A picture of a brown speckled egg is officially more popular than every other picture ever posted to Instagram.
It’s the internet in 2019, so while that’s sad, it’s not exactly shocking. What is at least kinda shocking is that the egg not only came out of nowhere — the photo was posted just 10 days ago — but the Instagram account that posted the egg picture, @world_record_egg, inexplicably has 4.5 million followers despite posting just this one — yes one — photo.
That’s gotta be worth something, right?
The account’s owner is still anonymous, but whoever it is, they appear to be sitting on a gold mine. It seems possible, if not likely, that @world_record_egg will sell a sponsored post to a brand hoping to ride the bizarre popularity wave that the egg has created over the past 24 hours to get in front of the account’s 4.5 million followers.
“If I were them, my next post would be an ad,” said Darren Lachtman, who sold his social media talent agency called Niche to Twitter in 2015 before starting a content company called Brat. “They hit the lottery and they got a billboard in Times Square for free on Instagram. What are they going to do with it?”
Selling sponsored or branded content is the main way that internet A-listers with massive social followings, like Kylie Jenner — the member of the Kardashian clan whose most-liked Instagram post was dethroned this weekend by the egg — make a killing online. Influencer accounts with the same general audience size as the Instagram egg can make tens of thousands of dollars for a single post, and much more if they sign on for a series of posts or a full campaign.
Lachtman thinks @world_record_egg could rake in as much as $250,000 to run a single ad to all of its followers if it decides to sell out. Others, like Sean Spielberg at Points North Group, an influencer marketing analytics company, think it could be even more.
“I think [they could sell an ad for] close to a million dollars,” Spielberg said, adding that normal rules around how much an influencer can usually charge per follower doesn’t apply to a viral sensation like the Instagram Egg. “[The rules] break down in an example like this where the account has over four million followers, but it’s clearly reached many, many multiples of that many people.”
So what will @world_record_egg do? No one replied to an email listed on the account’s profile, but whoever owns the account did post a message to its Instagram Story late Sunday. “It doesn’t end here though, we’re only just getting started,” the message read. The next post included a promise that egg-themed “merch” is on the way.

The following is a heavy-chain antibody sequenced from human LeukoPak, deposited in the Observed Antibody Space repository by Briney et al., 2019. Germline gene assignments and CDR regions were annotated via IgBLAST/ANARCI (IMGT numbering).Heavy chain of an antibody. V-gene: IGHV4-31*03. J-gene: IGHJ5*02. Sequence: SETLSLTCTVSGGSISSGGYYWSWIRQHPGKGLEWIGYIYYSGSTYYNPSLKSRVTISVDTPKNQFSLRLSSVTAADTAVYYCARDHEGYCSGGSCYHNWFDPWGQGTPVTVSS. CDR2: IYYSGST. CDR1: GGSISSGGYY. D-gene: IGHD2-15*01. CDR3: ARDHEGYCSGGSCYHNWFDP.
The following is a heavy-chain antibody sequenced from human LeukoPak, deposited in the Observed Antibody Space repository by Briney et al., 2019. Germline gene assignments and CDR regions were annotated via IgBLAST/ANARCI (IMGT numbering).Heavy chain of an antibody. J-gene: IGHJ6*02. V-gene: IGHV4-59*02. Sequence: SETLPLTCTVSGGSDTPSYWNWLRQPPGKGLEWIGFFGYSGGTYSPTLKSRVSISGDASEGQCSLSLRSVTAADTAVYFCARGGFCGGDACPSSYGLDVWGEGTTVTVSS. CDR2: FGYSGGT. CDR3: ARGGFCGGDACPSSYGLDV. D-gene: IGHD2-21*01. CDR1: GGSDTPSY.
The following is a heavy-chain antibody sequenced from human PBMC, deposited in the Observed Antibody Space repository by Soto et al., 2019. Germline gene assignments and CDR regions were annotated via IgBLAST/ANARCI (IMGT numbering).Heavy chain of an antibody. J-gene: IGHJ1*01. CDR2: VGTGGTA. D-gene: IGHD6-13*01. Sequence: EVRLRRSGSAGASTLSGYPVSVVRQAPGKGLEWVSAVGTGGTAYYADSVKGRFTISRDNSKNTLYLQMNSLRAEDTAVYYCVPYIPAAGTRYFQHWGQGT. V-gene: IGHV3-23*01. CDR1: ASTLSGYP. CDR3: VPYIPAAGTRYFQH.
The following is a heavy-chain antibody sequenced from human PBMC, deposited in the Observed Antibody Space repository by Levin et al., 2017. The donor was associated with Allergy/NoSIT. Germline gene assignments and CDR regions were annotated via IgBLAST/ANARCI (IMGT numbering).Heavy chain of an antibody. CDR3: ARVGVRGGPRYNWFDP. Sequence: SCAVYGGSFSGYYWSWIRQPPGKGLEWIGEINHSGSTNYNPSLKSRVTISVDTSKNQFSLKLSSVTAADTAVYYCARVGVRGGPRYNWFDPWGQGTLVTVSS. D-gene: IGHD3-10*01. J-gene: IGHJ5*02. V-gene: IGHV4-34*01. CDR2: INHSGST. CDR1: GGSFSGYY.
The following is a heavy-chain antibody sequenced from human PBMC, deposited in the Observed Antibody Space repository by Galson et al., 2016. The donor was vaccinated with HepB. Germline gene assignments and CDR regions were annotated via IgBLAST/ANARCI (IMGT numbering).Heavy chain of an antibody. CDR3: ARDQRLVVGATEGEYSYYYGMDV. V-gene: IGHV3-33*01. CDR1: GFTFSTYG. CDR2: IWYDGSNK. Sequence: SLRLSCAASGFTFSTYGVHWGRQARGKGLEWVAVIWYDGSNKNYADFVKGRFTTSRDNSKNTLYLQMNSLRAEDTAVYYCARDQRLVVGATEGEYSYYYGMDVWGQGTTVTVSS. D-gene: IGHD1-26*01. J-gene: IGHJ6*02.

That quick jump to monetize, plus the fact that the account has already adopted and pushed a few unique hashtags, makes the folks at CreatorIQ, a startup that creates software for managing influencer marketing campaigns, think the account’s owner may have some previous marketing experience. If that’s the case, maybe the Instagram Egg won’t sell out with a single splashy ad after all.
“I’m not saying there’s a feature film deal out of it or anything,” said Tim Sovay, CreatorIQ’s COO, “but I think there’s a real potential for these guys to create sub-brands or similar brands around this opportunity.”
Not everyone believes the Instagram Egg can cash in quite so easily, including Liz Gottbrecht, the VP of marketing at an influencer marketing platform called Mavrck.
“By Mavrck’s definition of influence — which is based on a combination of an influencer’s engagement rate, follower count, content aesthetic, brand safety, and incentive cost — as long as this account remains anonymous, it has no value,” she said in an emailed statement. “This isn’t an influencer play; it’s just a social hack.”
We should find out soon whether or not there’s money to be made. The internet moves on. It’s likely that the Instagram Egg will be gone as quickly as it came.
“The next three days are their time to shine,” Lachtman said. “I would look at it like diminishing returns every minute that goes by on this.”
This article originally appeared on Recode.net.